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  • Ennie Fakoya.

For Better, or For Worse? Gen Z are Rewriting The Rules of Marriage.

Updated: Nov 20, 2023

Young Black people will not choose marriage out of necessity like the generations before them.



All images were sourced on Pinterest. Nightstand Service does not claim any ownership.

“I still have a pretty idealistic view of marriage. Not necessarily a ‘happily ever after’. Just being with someone, having a partner for as long as forever might be. But even then, my fear of commitment hinders that. Humans are created for community, and whoever you marry becomes a part of that.”

There are too many factors pertaining to marriage that can’t be ignored. Finances, family, kids, unresolved trauma, attachment styles, the works. And in the case of an increasingly individualistic society, some would ask, “Is marriage even worth it?”


For a lot of people, it’s not. To a younger generation of people that have grown up witnessing a slew of economic crises, the cost of marriage isn’t worth the hassle. To them, the main difference between a married and unmarried couple is a certificate. From 1996 to 2021, the total number of cohabiting couples increased from around 1.5 million to around 3.6 million - an increase of 144%.

Yet contrastingly, an article on The Knot stated that, “Among Gen Z respondents, 81% are open to the possibility of getting married, with one in two saying they "definitely" see it happening.”

Marriage is still a considerable option, but the conversation surrounding it is no longer behind a gendered veil. Money is an open conversation, and Stay-At-Home parenting goes both ways. The ‘possibility’ of what benefit marriage brings is subject to the security of a relationship, Some may disagree, but at the end of the day, getting married can no longer just be a question of ‘when’, but ‘why’. It could be financial stability, tax benefits, or even something un-materialistic, like love.


But if we’re being real, love isn’t enough to carry two people to the end of their days - it’s an understandable development.

‘Love’ can be many different things, and until recently, women in abusive relationships with men that were publicly adored was considered love. Gen Z are so hyper aware of themselves and others around them, with instances like ‘lovebombing’ and ‘gaslighting’ being spoken about regularly. Despite the fact that these terms are used a little too loosely, they still happen, which makes the process of even dating a rigorous affair.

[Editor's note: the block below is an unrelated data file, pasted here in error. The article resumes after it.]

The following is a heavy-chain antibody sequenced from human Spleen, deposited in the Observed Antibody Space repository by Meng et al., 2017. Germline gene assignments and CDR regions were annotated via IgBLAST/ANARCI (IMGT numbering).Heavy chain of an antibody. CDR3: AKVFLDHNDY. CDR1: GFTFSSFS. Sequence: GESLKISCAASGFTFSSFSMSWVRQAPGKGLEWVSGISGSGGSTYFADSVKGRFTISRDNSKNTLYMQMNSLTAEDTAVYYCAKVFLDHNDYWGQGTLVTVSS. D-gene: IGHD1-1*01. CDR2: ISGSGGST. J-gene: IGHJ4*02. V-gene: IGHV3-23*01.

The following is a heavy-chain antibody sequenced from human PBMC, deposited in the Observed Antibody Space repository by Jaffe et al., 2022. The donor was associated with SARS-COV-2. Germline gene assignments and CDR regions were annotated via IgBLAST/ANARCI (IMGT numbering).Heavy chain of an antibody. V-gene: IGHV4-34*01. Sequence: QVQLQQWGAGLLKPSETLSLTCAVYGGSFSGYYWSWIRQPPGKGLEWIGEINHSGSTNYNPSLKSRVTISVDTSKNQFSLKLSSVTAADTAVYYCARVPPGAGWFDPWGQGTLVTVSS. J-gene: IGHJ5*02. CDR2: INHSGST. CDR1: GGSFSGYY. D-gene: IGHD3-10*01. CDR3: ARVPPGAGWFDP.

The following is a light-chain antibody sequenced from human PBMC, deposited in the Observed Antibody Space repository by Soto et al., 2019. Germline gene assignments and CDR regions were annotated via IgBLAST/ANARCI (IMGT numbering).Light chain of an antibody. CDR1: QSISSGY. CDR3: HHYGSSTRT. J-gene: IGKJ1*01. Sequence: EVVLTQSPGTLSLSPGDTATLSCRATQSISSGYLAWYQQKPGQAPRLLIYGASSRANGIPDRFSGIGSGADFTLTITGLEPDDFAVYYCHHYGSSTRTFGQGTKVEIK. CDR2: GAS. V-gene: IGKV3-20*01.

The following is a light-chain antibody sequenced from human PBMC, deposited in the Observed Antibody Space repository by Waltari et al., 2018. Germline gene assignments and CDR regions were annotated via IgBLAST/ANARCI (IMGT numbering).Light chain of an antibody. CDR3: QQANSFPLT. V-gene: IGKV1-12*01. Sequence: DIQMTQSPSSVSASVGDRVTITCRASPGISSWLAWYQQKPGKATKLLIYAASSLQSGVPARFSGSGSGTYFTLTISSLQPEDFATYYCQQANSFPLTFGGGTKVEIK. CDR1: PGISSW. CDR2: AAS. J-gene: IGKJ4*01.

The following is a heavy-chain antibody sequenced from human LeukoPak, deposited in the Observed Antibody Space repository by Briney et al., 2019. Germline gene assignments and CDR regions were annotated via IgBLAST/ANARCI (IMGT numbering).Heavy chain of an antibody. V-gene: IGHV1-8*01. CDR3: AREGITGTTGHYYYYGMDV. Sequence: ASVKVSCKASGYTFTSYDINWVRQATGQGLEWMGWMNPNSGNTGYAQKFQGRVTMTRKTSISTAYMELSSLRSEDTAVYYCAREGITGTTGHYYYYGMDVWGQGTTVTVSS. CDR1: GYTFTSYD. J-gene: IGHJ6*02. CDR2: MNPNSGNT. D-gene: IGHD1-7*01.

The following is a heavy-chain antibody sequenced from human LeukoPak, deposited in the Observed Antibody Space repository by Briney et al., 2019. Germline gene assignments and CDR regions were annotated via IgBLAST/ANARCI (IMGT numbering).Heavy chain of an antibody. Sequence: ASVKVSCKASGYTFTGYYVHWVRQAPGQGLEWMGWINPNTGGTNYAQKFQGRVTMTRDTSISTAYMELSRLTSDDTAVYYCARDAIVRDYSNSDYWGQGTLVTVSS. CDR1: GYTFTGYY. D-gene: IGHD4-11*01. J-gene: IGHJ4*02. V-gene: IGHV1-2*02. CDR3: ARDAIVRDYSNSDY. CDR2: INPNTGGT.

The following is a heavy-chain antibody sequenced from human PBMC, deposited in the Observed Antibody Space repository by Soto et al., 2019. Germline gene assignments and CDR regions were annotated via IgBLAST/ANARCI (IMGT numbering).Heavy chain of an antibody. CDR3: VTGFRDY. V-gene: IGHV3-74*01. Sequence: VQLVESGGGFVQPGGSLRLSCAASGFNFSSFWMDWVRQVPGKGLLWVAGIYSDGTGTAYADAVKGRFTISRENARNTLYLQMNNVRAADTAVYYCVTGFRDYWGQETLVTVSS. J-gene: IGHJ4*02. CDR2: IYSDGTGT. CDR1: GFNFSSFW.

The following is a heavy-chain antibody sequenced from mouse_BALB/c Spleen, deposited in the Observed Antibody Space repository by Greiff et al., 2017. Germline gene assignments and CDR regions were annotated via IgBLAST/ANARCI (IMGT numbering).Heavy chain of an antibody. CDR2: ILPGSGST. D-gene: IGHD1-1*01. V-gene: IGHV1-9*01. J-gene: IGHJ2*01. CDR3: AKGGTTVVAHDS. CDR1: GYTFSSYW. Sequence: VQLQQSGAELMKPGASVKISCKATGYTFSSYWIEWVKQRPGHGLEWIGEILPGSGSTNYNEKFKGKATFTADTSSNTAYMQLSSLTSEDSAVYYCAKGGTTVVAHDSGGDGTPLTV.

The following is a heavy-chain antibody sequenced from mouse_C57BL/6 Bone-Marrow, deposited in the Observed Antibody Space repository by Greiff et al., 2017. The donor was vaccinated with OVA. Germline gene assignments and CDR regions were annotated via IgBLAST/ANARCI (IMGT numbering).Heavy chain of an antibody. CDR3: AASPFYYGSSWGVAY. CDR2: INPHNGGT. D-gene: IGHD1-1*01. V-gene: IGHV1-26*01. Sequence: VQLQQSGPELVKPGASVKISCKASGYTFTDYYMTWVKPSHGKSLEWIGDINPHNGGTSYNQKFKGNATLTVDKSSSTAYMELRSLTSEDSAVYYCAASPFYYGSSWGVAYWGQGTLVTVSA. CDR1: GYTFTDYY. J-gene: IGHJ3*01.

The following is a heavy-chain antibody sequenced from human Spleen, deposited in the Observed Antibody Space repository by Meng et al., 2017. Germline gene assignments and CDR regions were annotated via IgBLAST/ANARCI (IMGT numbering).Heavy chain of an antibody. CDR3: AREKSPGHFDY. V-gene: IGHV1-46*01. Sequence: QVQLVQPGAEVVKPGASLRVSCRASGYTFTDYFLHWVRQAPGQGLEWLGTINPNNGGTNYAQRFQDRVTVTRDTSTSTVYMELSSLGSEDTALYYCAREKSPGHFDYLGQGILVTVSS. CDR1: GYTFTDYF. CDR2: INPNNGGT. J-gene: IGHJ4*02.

“How does marriage seem to you as a black woman?”

My sister laughs. “Like bondage,” she says, light in her tone.

“I’m just kidding,” she continues, “Now, black women have more choice. Black, White, Asian, whatever. It’s all down to who sees your value, and going where you’re wanted.”

A conversation that is raised time and time again is one where black women are involved. The idea of veering off a traditional path laid by our black parents and grandparents, where the end goal is always marriage. Before us, most of our ancestors married to survive. Some married for love. Others ventured into being separated in their own homes. Young black people, however, are less inclined to marry out of necessity. Women no longer need men to create a family, and men can no longer swear to being sole providers.


Traditional rules surrounding marriage also don’t cater to LGBTQ+ people. It’s not a secret that a good majority of black young adults are coming out in their twenties, and with the beginning a new identity means that they get to create their own traditions. The idea is to start how you plan to finish, and the process of planning your future with another person in it can be daunting. Comparing one wedding to another, watching TikToks of people’s horror divorce stories is enough to scare anyone away, but in the very thin lining are young adults desiring their dream wedding.


Marriage used to be a necessity. To reap certain benefits and legal rights, a certificate of marriage was necessary, especially for women. Even without the legality of it all, marriage is a symbolic milestone. Despite the individuality of people’s unique experiences, your wedding will be compared to someone else’s on instagram.


With both of these established by the generations before, Gen Z is reshaping how they get married, and why. A lot of those ‘why’s’ now belong to people that just don’t see a point in marriage. Cohabitation has risen since 1996, and the economy doesn’t allow for most people to consider a wedding and future family finances in the middle of a low paying job.


Those that do see a point are finding ways to make marriage work for them. It’s not enough to walk down an aisle and say incredibly inappropriate vows in front of your friends and family. For a lot of traditionally African and Asian weddings, you marry into your partner's family.

Excusing the bigger issues that come to light for the sake of manufacturing peace doesn’t work anymore. Gen Z already find no issue with leaving a job they consider toxic, so it’s not a surprise that the same goes for a life changing decision like marriage.




Are you passionate about exploring the intricate worlds of beauty, sex, wellness and culture ? Do you belong to a marginalised community and have unique perspectives and stories to share? If so, Nightstand Service is eagerly seeking contributing writers like you! Get in touch: info@nightstandservice.com

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